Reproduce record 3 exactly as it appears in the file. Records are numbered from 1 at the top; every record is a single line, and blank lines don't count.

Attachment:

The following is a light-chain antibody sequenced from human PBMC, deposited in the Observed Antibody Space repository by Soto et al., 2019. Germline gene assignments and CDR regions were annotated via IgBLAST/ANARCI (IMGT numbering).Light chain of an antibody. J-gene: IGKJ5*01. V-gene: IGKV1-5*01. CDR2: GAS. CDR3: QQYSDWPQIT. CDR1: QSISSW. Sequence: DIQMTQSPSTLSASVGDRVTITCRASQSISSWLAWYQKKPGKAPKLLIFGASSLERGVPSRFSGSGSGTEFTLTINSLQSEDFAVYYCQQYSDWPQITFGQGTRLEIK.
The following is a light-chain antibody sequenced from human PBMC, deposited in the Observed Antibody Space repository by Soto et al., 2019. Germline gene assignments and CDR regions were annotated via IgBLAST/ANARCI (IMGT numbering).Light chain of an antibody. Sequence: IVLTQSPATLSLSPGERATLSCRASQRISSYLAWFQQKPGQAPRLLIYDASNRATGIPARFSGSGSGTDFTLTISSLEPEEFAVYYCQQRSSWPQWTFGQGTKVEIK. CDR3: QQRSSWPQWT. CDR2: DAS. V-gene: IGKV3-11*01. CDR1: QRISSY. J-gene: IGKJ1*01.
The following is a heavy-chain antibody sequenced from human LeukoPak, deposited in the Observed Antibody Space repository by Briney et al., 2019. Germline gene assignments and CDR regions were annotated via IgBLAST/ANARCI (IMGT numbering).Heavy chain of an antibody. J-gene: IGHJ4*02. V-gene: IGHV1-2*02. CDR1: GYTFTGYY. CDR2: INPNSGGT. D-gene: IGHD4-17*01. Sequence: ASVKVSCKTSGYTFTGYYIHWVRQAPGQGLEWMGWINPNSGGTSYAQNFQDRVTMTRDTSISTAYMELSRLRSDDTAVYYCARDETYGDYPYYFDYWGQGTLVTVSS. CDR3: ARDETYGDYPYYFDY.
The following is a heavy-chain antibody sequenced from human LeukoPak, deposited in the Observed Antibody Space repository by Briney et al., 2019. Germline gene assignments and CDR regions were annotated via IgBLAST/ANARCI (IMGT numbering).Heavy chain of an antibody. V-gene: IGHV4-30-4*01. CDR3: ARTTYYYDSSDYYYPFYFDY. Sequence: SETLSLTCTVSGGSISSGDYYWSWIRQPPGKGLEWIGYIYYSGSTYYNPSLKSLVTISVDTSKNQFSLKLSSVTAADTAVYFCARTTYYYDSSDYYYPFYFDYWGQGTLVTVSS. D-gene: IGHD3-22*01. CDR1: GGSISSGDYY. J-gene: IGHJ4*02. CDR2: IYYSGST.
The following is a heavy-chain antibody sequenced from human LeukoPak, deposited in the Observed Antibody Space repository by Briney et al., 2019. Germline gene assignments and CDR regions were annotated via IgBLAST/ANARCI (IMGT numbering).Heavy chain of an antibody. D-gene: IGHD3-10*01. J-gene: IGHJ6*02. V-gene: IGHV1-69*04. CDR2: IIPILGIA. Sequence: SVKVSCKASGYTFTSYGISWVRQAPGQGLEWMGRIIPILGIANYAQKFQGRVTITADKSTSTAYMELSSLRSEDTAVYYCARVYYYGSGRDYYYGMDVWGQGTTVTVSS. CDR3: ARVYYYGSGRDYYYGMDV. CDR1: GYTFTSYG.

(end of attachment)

The following is a heavy-chain antibody sequenced from human LeukoPak, deposited in the Observed Antibody Space repository by Briney et al., 2019. Germline gene assignments and CDR regions were annotated via IgBLAST/ANARCI (IMGT numbering).Heavy chain of an antibody. J-gene: IGHJ4*02. V-gene: IGHV1-2*02. CDR1: GYTFTGYY. CDR2: INPNSGGT. D-gene: IGHD4-17*01. Sequence: ASVKVSCKTSGYTFTGYYIHWVRQAPGQGLEWMGWINPNSGGTSYAQNFQDRVTMTRDTSISTAYMELSRLRSDDTAVYYCARDETYGDYPYYFDYWGQGTLVTVSS. CDR3: ARDETYGDYPYYFDY.